There’s a kind of quiet at the heart of the Kris Davis Quintet. Even in the band’s wildest, most avant-garde moments — and there were a few at Bohemian Caverns on Sunday — it was easy to detect a peaceful center to the maelstrom. And as loud and seemingly chaotic as its members could get, especially tenor saxophonist Ingrid Laubock and drummer Tom Rainey, they consistently found their way back to that centering influence — Davis herself.

The young pianist has a knack for finding short patterns of notes to riff and develop, and, although she can get quite aggressive in her explorations, she kept them rooted in pastel colors and similarly muted volumes on Sunday night. The band’s second piece came close to breaking that cycle, with the piano suddenly forthright and in an out-of-alignment swing; even so, Davis was more restrained than the declarative bass lines of Michael Formanek, and if her playing wasn’t exactly quiet, it was nonetheless thoughtful and unflashy.

It was violist Mat Maneri who followed Davis’s example most closely. He avoided flights of fancy. While maintaining an even, questioning tone that sometimes thickened with cacophonous harmonies and could also overpower the ensemble (Maneri was the most amplified), he passed up opportunity after opportunity to run away with the proceedings. Instead, he kept pace with Laubrock’s rock-hard tenor lines and ultimately deferred back to Davis’s understated statements.

Even through the sonic dominance of Laubrock, Rainey and (to a lesser extent) Formanek, however, it was remarkable the degree to which Davis maintained control. The imperative lines by Laubrock, in particular, were unswerving responses to softer, but no less firm lines on the piano. Though it was the piano that joined into the sax’s already-incendiary lines near the conclusion of the third piece, it was hard to tell who was leading whom.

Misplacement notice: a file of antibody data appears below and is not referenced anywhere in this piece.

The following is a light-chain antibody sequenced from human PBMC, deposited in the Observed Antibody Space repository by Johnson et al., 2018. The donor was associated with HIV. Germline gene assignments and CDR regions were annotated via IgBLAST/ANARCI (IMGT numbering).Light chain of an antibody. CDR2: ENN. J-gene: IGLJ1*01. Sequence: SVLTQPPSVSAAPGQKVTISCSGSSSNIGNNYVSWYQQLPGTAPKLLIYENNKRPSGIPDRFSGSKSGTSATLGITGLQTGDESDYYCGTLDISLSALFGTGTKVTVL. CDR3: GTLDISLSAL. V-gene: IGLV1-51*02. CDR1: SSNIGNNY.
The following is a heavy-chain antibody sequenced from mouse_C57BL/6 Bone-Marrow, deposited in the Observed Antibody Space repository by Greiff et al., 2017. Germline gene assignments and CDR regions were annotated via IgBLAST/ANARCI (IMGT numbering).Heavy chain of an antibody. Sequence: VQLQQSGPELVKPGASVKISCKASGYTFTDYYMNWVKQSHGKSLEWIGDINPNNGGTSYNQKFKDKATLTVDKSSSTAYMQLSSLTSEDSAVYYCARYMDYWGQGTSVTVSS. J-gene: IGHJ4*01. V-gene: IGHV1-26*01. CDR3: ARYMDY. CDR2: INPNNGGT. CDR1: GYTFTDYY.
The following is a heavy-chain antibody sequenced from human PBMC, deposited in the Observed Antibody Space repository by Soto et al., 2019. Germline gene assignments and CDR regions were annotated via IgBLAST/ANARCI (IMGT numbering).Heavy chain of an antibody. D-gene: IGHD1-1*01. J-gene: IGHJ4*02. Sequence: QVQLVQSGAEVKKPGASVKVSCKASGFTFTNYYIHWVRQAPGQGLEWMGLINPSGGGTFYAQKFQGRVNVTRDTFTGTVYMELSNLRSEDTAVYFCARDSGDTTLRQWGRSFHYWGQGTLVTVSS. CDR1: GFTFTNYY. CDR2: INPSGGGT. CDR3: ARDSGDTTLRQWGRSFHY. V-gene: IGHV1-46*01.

The same was true for Rainey: His crisp, poking drum sound hung heavy in the air throughout, and it was only close listening that revealed how meticulously he hewed to accents and momentum that Davis was putting into place. Formanek, moreover, seemed almost telepathically linked to Davis even when it was he who seemingly overshadowed her ghostly phrasings. His major showcase of the set, a solo to start the fourth and final piece, simmered with potential energy but remained preternaturally subdued even as it turned into accompaniment for Laubrock’s strident, muscular lines and Davis’ harmonic rainbows.

Just 33 years old, Davis is an artist to watch. To exert such decisive control over an ensemble, while exerting significantly less force than they, is a sign of fearsome artistic powers.